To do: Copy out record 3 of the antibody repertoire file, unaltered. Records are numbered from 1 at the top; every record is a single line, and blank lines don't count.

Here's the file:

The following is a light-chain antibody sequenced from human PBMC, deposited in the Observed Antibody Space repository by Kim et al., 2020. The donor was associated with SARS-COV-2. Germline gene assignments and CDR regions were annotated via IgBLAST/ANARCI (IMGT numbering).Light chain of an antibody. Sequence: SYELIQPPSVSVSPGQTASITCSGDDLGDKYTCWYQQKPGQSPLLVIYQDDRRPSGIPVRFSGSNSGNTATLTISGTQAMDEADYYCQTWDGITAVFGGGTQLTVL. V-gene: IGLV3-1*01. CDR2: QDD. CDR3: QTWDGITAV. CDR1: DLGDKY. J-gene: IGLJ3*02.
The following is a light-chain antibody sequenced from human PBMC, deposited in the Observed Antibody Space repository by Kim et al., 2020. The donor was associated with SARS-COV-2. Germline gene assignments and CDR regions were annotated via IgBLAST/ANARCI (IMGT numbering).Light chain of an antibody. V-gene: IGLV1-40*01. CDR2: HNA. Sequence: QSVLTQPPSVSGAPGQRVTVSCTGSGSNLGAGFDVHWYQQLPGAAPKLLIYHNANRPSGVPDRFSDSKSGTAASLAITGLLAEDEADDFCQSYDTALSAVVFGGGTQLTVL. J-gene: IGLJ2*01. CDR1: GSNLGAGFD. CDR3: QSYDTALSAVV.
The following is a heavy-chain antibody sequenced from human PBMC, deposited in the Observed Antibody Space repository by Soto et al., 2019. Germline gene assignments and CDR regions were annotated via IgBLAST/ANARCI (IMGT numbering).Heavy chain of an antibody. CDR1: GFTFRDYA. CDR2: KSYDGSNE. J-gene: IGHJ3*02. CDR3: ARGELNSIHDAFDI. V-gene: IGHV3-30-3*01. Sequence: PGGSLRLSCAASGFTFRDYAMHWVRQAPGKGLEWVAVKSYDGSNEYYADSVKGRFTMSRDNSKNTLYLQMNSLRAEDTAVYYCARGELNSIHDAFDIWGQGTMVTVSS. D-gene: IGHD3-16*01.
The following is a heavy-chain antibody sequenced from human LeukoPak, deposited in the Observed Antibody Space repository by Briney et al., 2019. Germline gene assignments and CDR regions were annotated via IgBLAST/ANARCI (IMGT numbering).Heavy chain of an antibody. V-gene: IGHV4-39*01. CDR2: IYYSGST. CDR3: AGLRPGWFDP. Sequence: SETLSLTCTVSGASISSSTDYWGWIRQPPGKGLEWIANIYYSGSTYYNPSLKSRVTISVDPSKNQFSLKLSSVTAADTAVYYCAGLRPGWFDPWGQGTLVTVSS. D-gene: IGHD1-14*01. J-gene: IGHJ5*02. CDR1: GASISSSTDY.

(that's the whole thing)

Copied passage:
The following is a heavy-chain antibody sequenced from human PBMC, deposited in the Observed Antibody Space repository by Soto et al., 2019. Germline gene assignments and CDR regions were annotated via IgBLAST/ANARCI (IMGT numbering).Heavy chain of an antibody. CDR1: GFTFRDYA. CDR2: KSYDGSNE. J-gene: IGHJ3*02. CDR3: ARGELNSIHDAFDI. V-gene: IGHV3-30-3*01. Sequence: PGGSLRLSCAASGFTFRDYAMHWVRQAPGKGLEWVAVKSYDGSNEYYADSVKGRFTMSRDNSKNTLYLQMNSLRAEDTAVYYCARGELNSIHDAFDIWGQGTMVTVSS. D-gene: IGHD3-16*01.